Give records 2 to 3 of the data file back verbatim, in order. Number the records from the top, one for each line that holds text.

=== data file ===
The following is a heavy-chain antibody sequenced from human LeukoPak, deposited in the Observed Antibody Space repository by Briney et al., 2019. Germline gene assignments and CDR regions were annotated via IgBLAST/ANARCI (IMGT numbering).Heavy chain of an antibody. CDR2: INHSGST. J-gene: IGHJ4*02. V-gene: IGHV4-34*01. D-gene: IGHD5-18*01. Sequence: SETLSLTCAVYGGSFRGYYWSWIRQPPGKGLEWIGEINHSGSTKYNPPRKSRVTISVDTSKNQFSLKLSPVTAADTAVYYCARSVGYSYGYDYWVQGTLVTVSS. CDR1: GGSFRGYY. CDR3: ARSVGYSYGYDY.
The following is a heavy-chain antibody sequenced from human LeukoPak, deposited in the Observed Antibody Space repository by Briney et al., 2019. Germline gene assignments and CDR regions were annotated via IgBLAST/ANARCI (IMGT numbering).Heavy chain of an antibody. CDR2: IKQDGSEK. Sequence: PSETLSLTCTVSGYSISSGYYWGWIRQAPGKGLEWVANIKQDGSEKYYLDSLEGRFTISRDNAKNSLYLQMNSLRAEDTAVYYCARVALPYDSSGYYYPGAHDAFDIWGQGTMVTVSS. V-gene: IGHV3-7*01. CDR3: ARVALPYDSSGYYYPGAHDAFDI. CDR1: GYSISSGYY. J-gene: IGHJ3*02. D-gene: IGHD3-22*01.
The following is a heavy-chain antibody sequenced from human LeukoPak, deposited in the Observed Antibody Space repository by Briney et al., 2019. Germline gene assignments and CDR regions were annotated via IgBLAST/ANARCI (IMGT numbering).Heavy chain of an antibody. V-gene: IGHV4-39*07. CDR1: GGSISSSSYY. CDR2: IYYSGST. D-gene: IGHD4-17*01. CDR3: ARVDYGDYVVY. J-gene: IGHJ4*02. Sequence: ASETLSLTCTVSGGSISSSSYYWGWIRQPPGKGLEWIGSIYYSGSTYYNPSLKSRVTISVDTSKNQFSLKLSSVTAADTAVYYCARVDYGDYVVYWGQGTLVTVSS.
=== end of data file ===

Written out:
The following is a heavy-chain antibody sequenced from human LeukoPak, deposited in the Observed Antibody Space repository by Briney et al., 2019. Germline gene assignments and CDR regions were annotated via IgBLAST/ANARCI (IMGT numbering).Heavy chain of an antibody. CDR2: IKQDGSEK. Sequence: PSETLSLTCTVSGYSISSGYYWGWIRQAPGKGLEWVANIKQDGSEKYYLDSLEGRFTISRDNAKNSLYLQMNSLRAEDTAVYYCARVALPYDSSGYYYPGAHDAFDIWGQGTMVTVSS. V-gene: IGHV3-7*01. CDR3: ARVALPYDSSGYYYPGAHDAFDI. CDR1: GYSISSGYY. J-gene: IGHJ3*02. D-gene: IGHD3-22*01.
The following is a heavy-chain antibody sequenced from human LeukoPak, deposited in the Observed Antibody Space repository by Briney et al., 2019. Germline gene assignments and CDR regions were annotated via IgBLAST/ANARCI (IMGT numbering).Heavy chain of an antibody. V-gene: IGHV4-39*07. CDR1: GGSISSSSYY. CDR2: IYYSGST. D-gene: IGHD4-17*01. CDR3: ARVDYGDYVVY. J-gene: IGHJ4*02. Sequence: ASETLSLTCTVSGGSISSSSYYWGWIRQPPGKGLEWIGSIYYSGSTYYNPSLKSRVTISVDTSKNQFSLKLSSVTAADTAVYYCARVDYGDYVVYWGQGTLVTVSS.